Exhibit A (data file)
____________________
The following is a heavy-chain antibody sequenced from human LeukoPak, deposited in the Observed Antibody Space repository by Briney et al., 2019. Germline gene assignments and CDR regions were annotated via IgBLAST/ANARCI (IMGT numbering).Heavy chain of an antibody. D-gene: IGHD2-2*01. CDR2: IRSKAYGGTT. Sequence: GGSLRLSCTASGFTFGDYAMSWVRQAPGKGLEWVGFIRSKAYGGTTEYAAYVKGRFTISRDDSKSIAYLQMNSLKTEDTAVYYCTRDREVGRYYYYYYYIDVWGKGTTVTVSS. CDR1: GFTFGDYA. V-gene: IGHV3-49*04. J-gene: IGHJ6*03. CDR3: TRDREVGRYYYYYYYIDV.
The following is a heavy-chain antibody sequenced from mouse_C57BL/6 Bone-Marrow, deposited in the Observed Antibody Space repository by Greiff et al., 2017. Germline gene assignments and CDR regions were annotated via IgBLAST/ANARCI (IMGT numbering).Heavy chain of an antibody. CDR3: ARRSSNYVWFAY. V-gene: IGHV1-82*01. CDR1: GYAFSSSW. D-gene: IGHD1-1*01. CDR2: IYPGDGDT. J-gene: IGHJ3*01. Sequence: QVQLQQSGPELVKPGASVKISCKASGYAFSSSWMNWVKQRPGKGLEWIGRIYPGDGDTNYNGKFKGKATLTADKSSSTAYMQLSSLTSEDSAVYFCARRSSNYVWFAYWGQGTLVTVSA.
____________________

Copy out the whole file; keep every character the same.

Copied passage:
The following is a heavy-chain antibody sequenced from human LeukoPak, deposited in the Observed Antibody Space repository by Briney et al., 2019. Germline gene assignments and CDR regions were annotated via IgBLAST/ANARCI (IMGT numbering).Heavy chain of an antibody. D-gene: IGHD2-2*01. CDR2: IRSKAYGGTT. Sequence: GGSLRLSCTASGFTFGDYAMSWVRQAPGKGLEWVGFIRSKAYGGTTEYAAYVKGRFTISRDDSKSIAYLQMNSLKTEDTAVYYCTRDREVGRYYYYYYYIDVWGKGTTVTVSS. CDR1: GFTFGDYA. V-gene: IGHV3-49*04. J-gene: IGHJ6*03. CDR3: TRDREVGRYYYYYYYIDV.
The following is a heavy-chain antibody sequenced from mouse_C57BL/6 Bone-Marrow, deposited in the Observed Antibody Space repository by Greiff et al., 2017. Germline gene assignments and CDR regions were annotated via IgBLAST/ANARCI (IMGT numbering).Heavy chain of an antibody. CDR3: ARRSSNYVWFAY. V-gene: IGHV1-82*01. CDR1: GYAFSSSW. D-gene: IGHD1-1*01. CDR2: IYPGDGDT. J-gene: IGHJ3*01. Sequence: QVQLQQSGPELVKPGASVKISCKASGYAFSSSWMNWVKQRPGKGLEWIGRIYPGDGDTNYNGKFKGKATLTADKSSSTAYMQLSSLTSEDSAVYFCARRSSNYVWFAYWGQGTLVTVSA.